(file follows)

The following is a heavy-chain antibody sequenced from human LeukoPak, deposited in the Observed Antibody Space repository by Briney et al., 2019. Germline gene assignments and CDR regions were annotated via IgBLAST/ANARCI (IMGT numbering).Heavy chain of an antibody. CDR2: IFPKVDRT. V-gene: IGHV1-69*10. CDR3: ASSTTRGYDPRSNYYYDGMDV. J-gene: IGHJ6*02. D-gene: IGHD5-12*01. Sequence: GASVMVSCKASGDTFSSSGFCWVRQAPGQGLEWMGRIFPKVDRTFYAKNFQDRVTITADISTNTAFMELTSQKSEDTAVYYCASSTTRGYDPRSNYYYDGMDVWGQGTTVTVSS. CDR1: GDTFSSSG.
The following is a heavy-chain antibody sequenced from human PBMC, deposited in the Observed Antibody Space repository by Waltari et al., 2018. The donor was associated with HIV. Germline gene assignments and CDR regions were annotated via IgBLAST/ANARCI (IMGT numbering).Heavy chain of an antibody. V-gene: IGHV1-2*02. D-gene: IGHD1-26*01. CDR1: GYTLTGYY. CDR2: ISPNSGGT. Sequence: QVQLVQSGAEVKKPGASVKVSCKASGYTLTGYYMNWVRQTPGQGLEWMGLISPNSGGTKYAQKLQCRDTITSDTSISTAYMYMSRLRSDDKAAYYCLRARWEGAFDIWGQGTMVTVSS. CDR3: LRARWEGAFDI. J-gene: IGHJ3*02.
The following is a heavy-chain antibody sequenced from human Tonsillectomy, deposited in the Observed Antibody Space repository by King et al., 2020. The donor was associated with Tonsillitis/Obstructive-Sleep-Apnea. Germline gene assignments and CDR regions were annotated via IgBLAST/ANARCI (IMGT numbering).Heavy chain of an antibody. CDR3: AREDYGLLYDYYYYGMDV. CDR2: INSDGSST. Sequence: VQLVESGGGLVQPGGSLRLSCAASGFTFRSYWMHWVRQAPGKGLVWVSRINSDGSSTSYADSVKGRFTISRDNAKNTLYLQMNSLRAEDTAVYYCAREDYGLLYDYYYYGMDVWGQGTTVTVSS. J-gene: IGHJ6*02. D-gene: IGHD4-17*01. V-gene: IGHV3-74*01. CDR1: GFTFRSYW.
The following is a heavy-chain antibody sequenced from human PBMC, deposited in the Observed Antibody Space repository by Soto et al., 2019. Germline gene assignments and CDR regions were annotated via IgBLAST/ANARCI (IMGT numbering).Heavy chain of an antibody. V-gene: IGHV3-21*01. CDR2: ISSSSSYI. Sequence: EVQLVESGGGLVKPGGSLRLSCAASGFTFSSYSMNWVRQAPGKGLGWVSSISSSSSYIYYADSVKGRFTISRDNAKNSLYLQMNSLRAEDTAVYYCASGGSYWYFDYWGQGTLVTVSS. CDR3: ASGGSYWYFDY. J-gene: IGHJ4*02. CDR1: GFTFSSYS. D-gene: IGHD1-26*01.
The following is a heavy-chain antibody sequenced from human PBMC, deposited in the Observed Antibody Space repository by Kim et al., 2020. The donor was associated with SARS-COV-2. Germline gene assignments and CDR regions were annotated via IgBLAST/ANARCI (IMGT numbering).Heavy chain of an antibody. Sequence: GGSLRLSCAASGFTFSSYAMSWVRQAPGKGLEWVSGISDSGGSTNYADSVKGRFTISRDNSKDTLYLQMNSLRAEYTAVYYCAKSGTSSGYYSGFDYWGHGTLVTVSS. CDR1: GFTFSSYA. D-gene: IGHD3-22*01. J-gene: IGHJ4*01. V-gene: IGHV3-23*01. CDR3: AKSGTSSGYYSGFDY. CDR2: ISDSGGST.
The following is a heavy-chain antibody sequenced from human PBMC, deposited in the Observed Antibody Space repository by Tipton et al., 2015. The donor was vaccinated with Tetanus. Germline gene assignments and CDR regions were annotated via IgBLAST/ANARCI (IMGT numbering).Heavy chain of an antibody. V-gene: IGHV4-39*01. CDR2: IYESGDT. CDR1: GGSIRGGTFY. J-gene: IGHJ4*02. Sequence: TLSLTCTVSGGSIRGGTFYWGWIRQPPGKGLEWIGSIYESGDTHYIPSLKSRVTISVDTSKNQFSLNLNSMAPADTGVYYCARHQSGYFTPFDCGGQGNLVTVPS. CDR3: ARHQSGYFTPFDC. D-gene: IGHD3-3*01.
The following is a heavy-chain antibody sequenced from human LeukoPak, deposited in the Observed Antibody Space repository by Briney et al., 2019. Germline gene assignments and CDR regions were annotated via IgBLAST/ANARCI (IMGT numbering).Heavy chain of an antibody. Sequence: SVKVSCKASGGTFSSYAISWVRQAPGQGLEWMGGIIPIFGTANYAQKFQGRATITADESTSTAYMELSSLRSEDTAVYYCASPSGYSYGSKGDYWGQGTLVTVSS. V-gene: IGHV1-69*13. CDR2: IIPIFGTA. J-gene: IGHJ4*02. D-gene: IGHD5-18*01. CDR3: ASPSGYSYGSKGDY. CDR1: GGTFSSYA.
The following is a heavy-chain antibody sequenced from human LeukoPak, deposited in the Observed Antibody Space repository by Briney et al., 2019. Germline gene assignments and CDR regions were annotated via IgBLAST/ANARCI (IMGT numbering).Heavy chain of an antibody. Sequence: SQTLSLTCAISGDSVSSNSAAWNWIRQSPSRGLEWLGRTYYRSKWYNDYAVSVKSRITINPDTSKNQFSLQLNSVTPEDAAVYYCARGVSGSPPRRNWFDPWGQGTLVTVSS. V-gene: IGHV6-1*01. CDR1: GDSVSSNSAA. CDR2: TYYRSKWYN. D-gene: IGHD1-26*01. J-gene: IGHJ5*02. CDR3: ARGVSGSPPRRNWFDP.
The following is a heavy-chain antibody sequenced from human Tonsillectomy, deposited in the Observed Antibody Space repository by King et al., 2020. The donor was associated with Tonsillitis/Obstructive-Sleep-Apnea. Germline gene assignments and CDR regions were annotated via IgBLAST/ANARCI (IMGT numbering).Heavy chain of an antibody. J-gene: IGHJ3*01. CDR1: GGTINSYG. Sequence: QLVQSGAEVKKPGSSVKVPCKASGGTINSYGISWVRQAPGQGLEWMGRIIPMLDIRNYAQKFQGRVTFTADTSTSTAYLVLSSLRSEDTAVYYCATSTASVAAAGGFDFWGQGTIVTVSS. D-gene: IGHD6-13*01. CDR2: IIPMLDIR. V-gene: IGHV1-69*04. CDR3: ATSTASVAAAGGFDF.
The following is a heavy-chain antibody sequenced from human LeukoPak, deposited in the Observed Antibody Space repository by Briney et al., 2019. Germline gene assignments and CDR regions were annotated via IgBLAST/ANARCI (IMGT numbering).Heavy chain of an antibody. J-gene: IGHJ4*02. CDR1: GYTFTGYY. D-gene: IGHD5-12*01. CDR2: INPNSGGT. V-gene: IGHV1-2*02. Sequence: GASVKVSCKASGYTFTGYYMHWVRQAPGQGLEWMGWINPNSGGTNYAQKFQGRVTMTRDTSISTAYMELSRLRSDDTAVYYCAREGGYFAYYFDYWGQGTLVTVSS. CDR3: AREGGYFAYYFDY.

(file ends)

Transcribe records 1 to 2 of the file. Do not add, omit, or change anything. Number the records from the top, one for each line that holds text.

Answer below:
The following is a heavy-chain antibody sequenced from human LeukoPak, deposited in the Observed Antibody Space repository by Briney et al., 2019. Germline gene assignments and CDR regions were annotated via IgBLAST/ANARCI (IMGT numbering).Heavy chain of an antibody. CDR2: IFPKVDRT. V-gene: IGHV1-69*10. CDR3: ASSTTRGYDPRSNYYYDGMDV. J-gene: IGHJ6*02. D-gene: IGHD5-12*01. Sequence: GASVMVSCKASGDTFSSSGFCWVRQAPGQGLEWMGRIFPKVDRTFYAKNFQDRVTITADISTNTAFMELTSQKSEDTAVYYCASSTTRGYDPRSNYYYDGMDVWGQGTTVTVSS. CDR1: GDTFSSSG.
The following is a heavy-chain antibody sequenced from human PBMC, deposited in the Observed Antibody Space repository by Waltari et al., 2018. The donor was associated with HIV. Germline gene assignments and CDR regions were annotated via IgBLAST/ANARCI (IMGT numbering).Heavy chain of an antibody. V-gene: IGHV1-2*02. D-gene: IGHD1-26*01. CDR1: GYTLTGYY. CDR2: ISPNSGGT. Sequence: QVQLVQSGAEVKKPGASVKVSCKASGYTLTGYYMNWVRQTPGQGLEWMGLISPNSGGTKYAQKLQCRDTITSDTSISTAYMYMSRLRSDDKAAYYCLRARWEGAFDIWGQGTMVTVSS. CDR3: LRARWEGAFDI. J-gene: IGHJ3*02.